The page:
This is one of those things that I thought only happened to me. For years, I've been running multiple Outlook profiles: one for my personal e-mail, and one for my Microsoft e-mail. It's quite common for me to exit Outlook and fire it up again so I can check a different e-mail account. As a matter of fact, I do this many times each day. Unfortunately, a quick re-start of Outlook doesn't always work, because the OUTLOOK.EXE process usually hangs around for awhile before it terminates. I'm not afraid to admit that I'm quite used to popping up Task Manager to see if the process is closed, and if I get too impatient, I close it myself. Come on...admit it...you've done it too (dad...if you're reading this, I'll explain what Task Manager is later). :-)
Like I said, I thought it was a problem that was unique to me. However, I received an e-mail today that not only confirmed that I wasn't alone, but it actually contained a suggestion for eliminating this problem altogether! If this information is to be believed, closing Outlook by clicking on the X doesn't always shutdown the OUTLOOK.EXE and WINWORD.EXE processes right away; but, if you use File/Exit, both processes shut down immediately. Of course, I've been trying to test this tonight, but Outlook is closing immediately in all cases...kind of like the car that doesn't squeak when you drive it to the dealership.
While searching the internet for similar cases, and I've found a few other solutions:
If you can confirm that File/Exit does the trick, please post feedback!
Adam Nathan responds to Mike at Median Group (an awesome designer that I had the pleasure to work with for two years on the NxOpinion project) about tools to help create XAML. In addition to the three tools that Adam mentions, I'd also add Mobiform's Aurora product which currently runs on the March CTP.
On a related note, what other design tools should export to XAML? Do we have any designers in the audience who can provide feedback?
Tonight, MTV presented Xbox: The Next Generation Revealed and gave everyone a sneak peak at the next version of our console, called the Xbox 360. Although the system looks very sleek and cool, I personally thought the show was a bit light on details; frankly, I had hoped for more. I'm sure we'll learn a lot at next week's E3 in Los Angeles, but who can wait that long!? To be fair, MTV does have a page with some awesome system specifications. Excuse me while I drool!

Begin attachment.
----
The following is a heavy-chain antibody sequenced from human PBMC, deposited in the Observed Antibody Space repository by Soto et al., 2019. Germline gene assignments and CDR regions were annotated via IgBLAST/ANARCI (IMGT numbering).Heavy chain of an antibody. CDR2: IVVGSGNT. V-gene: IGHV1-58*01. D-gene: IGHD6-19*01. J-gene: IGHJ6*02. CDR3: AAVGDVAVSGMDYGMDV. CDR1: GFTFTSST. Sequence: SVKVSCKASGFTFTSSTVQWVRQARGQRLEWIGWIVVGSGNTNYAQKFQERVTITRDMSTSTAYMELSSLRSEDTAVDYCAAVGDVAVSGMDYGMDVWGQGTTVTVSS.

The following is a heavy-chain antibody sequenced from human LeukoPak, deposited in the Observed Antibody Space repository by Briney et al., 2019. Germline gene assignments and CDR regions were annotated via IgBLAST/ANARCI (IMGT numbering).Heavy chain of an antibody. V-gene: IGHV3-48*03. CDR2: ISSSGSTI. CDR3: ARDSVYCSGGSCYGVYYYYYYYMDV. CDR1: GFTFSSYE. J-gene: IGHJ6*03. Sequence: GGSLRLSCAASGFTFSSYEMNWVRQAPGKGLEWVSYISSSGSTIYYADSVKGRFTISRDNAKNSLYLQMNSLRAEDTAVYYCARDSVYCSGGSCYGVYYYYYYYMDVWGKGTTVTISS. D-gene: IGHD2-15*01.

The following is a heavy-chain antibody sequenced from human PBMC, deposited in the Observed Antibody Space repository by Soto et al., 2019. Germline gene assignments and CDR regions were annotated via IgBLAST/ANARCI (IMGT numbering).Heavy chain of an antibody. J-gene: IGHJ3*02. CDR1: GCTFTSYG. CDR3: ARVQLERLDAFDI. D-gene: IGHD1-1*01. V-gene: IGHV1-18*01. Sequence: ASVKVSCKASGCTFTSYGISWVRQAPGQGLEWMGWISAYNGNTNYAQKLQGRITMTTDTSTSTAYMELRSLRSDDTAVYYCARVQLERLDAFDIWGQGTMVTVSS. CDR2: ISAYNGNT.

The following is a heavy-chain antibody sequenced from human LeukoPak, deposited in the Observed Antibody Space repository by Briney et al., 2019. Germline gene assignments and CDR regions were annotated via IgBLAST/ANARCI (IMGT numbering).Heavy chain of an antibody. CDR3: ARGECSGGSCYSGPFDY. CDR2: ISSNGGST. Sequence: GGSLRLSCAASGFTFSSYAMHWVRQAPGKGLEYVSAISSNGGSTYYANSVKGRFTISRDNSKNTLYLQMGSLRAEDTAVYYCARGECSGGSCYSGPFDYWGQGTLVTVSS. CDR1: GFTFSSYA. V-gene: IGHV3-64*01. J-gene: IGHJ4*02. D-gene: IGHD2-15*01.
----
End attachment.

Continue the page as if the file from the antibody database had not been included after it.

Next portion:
So, in the meantime, visit the mysterious Our Colony site and download a much more informative and entertaining 6-minute video. Or, if you don't want to wait, Engadget has provided a pointer to the high-quality version of the video for your immediate viewing pleasure.
Two thoughts come to mind:
Minor concerns aside, this looks like an amazing package: customizable faceplates, three screaming processor cores, a 500MHz ATI graphics processor, streaming media features, WiFi support, hi-definition output, 256 audio channels, and Xbox Marketplace!? Un-freakin-believable!
I organized and ran my first developer lab at our Platform Adoption Center (otherwise known as building 20) in early March. We had quite a few component vendors in attendance. Our work was focused on helping the vendors ensure that their components are compatible with Visual Studio 2005 Beta 2, and we had a number of product team members there to help. The guys from Channel 9 were kind enough to visit, and they shot some short video segments:
Developer labs are great resources for not only our customers and partners, but also for us. Because lab attendees work side-by-side with the people building our products, we get extremely valuable feedback that can be incorporated into our products. This is just one of the many ways we validate that our technology can be used in very real-world scenarios.
It’s hard to believe, but five years ago yesterday, I started my career with Microsoft as a consultant in the Great Lakes District. My first job was to help a large Midwest retailer move their rich-client functionality to a web-based intranet for all of their stores. I worked a lot on an automated printing solution, and from what I hear, it's still being used today. After some cool .NET early-adopter work (that provided my first exposure to Evangelism at Microsoft), my next large project was leading a development team to build a web-based e-commerce solution to serve over 14 million registered users. This project involved some cross-platform web services work where we implemented real-time replication of database information between .NET/SQL Server and Java/Oracle. After that, I spent almost two full years helping the Robertson Research Institute architect and build NxOpinion, a cutting-edge medical diagnostic package that will be available for free to rural and developing countries to help prevent death from misdiagnosis. I learned a lot about Bayesian Inference by working with David Heckerman (of Microsoft Research) during development. NxOpinion was extremely rewarding, and I’m very proud that Microsoft was so intimately involved. Now, I find myself in Redmond living in building 18 with an amazing group of technical evangelists. The enthusiasm and creativity of my new group is infectious, and I’m privileged to work with such a passionate bunch of people. The past five years have been extremely rewarding, but there are definitely some great things ahead for our company, and five years is really just enough time to get warmed up.
As is tradition at Microsoft, I brought in five pounds of M&Ms today (one pound for each year). If you think that's a lot of M&Ms, Robert Hess (of The .NET Show fame) recently celebrated 17 years. That was a lot of M&Ms! In Michigan, I'm convinced that all five pounds would have been gone by the end of the day. However, in the health-conscious Seattle area, I expect that it'll take over a week to eat all of them.